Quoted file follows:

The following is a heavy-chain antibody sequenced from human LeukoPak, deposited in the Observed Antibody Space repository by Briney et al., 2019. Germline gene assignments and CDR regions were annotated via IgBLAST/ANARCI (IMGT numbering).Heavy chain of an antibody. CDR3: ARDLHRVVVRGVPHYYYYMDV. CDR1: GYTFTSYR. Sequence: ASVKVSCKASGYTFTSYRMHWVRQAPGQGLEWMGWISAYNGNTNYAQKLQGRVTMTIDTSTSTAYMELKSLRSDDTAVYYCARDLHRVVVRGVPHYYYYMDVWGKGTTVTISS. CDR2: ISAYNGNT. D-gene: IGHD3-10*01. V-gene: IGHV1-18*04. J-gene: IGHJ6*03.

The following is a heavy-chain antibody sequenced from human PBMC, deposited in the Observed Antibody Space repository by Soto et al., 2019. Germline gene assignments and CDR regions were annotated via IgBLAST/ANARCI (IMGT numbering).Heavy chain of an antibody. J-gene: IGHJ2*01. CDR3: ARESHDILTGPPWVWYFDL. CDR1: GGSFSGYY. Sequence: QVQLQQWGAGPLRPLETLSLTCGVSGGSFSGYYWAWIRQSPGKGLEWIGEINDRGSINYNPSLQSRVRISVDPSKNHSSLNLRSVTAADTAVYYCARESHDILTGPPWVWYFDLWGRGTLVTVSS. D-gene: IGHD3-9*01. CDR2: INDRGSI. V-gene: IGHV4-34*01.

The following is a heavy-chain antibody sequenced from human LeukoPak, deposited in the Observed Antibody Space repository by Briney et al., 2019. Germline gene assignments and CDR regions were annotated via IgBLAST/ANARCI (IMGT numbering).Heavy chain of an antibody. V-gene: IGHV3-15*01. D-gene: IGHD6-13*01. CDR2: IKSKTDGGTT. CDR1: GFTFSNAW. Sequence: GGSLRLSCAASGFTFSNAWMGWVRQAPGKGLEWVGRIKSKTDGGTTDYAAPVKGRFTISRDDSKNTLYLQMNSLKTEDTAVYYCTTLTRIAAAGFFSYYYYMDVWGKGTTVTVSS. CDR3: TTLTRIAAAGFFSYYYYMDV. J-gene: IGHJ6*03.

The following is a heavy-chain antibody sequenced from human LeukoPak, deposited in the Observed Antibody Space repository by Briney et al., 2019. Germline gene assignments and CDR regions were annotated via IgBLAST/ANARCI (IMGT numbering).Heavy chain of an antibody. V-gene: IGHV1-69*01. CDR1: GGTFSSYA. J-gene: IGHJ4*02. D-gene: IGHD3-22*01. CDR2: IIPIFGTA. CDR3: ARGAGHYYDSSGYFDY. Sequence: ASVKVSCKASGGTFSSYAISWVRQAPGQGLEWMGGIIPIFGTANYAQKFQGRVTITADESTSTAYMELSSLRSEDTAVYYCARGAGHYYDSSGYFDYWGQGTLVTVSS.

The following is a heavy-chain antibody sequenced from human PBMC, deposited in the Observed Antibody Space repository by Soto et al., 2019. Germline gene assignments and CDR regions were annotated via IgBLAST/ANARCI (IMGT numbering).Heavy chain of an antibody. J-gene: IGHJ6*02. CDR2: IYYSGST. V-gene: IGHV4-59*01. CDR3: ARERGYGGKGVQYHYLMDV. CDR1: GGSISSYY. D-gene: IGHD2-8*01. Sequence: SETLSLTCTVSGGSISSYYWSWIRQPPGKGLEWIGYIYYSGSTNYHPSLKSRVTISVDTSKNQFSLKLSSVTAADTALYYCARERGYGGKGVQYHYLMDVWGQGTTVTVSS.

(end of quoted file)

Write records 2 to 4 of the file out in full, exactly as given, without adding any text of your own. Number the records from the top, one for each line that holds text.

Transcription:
The following is a heavy-chain antibody sequenced from human PBMC, deposited in the Observed Antibody Space repository by Soto et al., 2019. Germline gene assignments and CDR regions were annotated via IgBLAST/ANARCI (IMGT numbering).Heavy chain of an antibody. J-gene: IGHJ2*01. CDR3: ARESHDILTGPPWVWYFDL. CDR1: GGSFSGYY. Sequence: QVQLQQWGAGPLRPLETLSLTCGVSGGSFSGYYWAWIRQSPGKGLEWIGEINDRGSINYNPSLQSRVRISVDPSKNHSSLNLRSVTAADTAVYYCARESHDILTGPPWVWYFDLWGRGTLVTVSS. D-gene: IGHD3-9*01. CDR2: INDRGSI. V-gene: IGHV4-34*01.

The following is a heavy-chain antibody sequenced from human LeukoPak, deposited in the Observed Antibody Space repository by Briney et al., 2019. Germline gene assignments and CDR regions were annotated via IgBLAST/ANARCI (IMGT numbering).Heavy chain of an antibody. V-gene: IGHV3-15*01. D-gene: IGHD6-13*01. CDR2: IKSKTDGGTT. CDR1: GFTFSNAW. Sequence: GGSLRLSCAASGFTFSNAWMGWVRQAPGKGLEWVGRIKSKTDGGTTDYAAPVKGRFTISRDDSKNTLYLQMNSLKTEDTAVYYCTTLTRIAAAGFFSYYYYMDVWGKGTTVTVSS. CDR3: TTLTRIAAAGFFSYYYYMDV. J-gene: IGHJ6*03.

The following is a heavy-chain antibody sequenced from human LeukoPak, deposited in the Observed Antibody Space repository by Briney et al., 2019. Germline gene assignments and CDR regions were annotated via IgBLAST/ANARCI (IMGT numbering).Heavy chain of an antibody. V-gene: IGHV1-69*01. CDR1: GGTFSSYA. J-gene: IGHJ4*02. D-gene: IGHD3-22*01. CDR2: IIPIFGTA. CDR3: ARGAGHYYDSSGYFDY. Sequence: ASVKVSCKASGGTFSSYAISWVRQAPGQGLEWMGGIIPIFGTANYAQKFQGRVTITADESTSTAYMELSSLRSEDTAVYYCARGAGHYYDSSGYFDYWGQGTLVTVSS.